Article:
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3 Gua Sha Mistakes From An Eastern Medicine Expert

All it takes is a quick scroll through Tiktok or Instagram, and you’ll find gua sha videos aplenty. Influencers and skincare enthusiasts all love to advocate their unique routines—complete with oils, stones, and techniques—as the best of the best. But as I learned from skincare expert Debbie Kung, DAOM, LAc, the best routine is one you craft for yourself, over time, with patience and kindness toward your skin.

“Guasha is a type of modality and medicine that’s accessible to anyone, and that’s what I really love about it. It’s something that is so traditionally ingrained in Asian culture for such a long time, that we don’t think anything of it. You don’t have to have a medical degree. You don’t have to have ‘experience’ with it. You can just try it,” she says. “Obviously once you start doing it, there are certain techniques and ways to make it work in your favour and what you’re addressing, but the bottom line [many of the stones, rituals, and products] work.”

Now, just because there’s no “perfect” way to do this—doesn’t mean you can’t make mistakes. Here are the things that Kung sees the most often that may be messing with your guasha practice.

1. Being too aggressive.

Getting the right stroke and pressure for your skin—and the specific area of the body or face you’re working on, for that matter—will take some practice.

“I think it’s great that social media is spreading the gospel of guasha, but I will say that there are a lot of videos out there that are really only for younger people. When the skin ages, the dermis becomes thinner and more sensitive,” she notes. “There are many videos out there of people under 30 and still have very healthy skin, and they’re really aggressively pressing and pulling their face. That won’t work for more mature skin, as it may cause irritation and damage.”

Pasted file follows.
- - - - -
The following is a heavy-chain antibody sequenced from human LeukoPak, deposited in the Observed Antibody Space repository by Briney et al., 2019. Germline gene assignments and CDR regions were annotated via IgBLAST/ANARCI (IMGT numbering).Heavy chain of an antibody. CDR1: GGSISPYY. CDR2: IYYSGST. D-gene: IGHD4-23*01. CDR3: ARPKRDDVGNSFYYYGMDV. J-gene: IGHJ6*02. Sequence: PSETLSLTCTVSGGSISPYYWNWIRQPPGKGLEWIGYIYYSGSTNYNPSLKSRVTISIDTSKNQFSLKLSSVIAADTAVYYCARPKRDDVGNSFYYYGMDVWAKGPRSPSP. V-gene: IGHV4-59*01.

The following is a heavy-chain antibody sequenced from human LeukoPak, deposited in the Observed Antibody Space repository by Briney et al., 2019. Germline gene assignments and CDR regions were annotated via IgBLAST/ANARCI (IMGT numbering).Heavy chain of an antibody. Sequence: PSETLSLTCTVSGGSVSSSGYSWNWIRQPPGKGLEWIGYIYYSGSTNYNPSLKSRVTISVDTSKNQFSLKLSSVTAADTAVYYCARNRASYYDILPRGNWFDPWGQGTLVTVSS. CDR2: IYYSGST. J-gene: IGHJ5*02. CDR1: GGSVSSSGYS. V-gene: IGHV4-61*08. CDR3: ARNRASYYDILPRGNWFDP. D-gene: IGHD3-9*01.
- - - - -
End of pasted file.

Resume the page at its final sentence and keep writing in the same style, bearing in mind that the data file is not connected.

Learn to practice the right pressure and motion, Kung even recommends practicing on your forearm before moving to the face. The face is very delicate and doesn’t heal as quickly, so you want to be mindful not to be aggressive toward it while you’re learning your way around a stone.

2. Not using face appropriate oil.

You may already know this, but if you don’t: always apply a face oil prior to using your stone. The oil will help lubricate the stone and skin, so it glides across the epidermis effortlessly—that way it can work its magic underneath and on the dermis level. It’s important that you are choosing a very good quality, high vibrational facial oil. So the golden rule is to use oils that are made for the face. For example, don’t use coconut oil as it is not made for the face, it is highly comedogenic, which means it has the tendency to clog up pores and potentially lead to pimples.

This is why, after extensive research into gua sha tools, we at Sabine G Holistics are excited in adding rose quartz gua sha stones to our product range. The rose quartz also derives from our South African soil. We have found enough evidence in guasha massaging to believe these tools assist in deeper absorption of our luxurious serums. When skin and muscles are relaxed, our body tends to eagerly welcome healing and nourishment. A wonderful healing synergy between facial massage and skin nutrient actives.

And ultimately, a holistic approach is what we are all about.

3. Having a stiff wrist.

When you watch someone who has been doing guasha for a while, you’ll notice there’s a certain air to the way they move their stones: It’s with impressive ease.

“This is something that most people, including myself when you first start to learn facial guasha is that you tend to be very stiff with your wrist,” she says. “To have a loose wrist with your guasha means you can twirl your hands so that you can get different angles of the tool while you’re doing the same smooth stroke. You really want to get your arm and wrist into it: Twisting, relaxing, and twirling the stone so you can manipulate the tool to actually work those facial features.”

The takeaway.

”Guasha has been around for centuries, and in the East is seen as folk and family medicine—something that is passed down from generation to generation. And the reason it's been around for so long, and it's still around, is because it works,” says skincare expert Debbie Kung, DAOM, LAc.

The practice may be focused on the face in the West, but in the East, it has been used on the body for centuries to help improve immunity, stress, and so much more.

Guasha is for everyone—beginners and experts alike. And everyone should feel free to experiment with the modality to find a routine and ritual that works for them.

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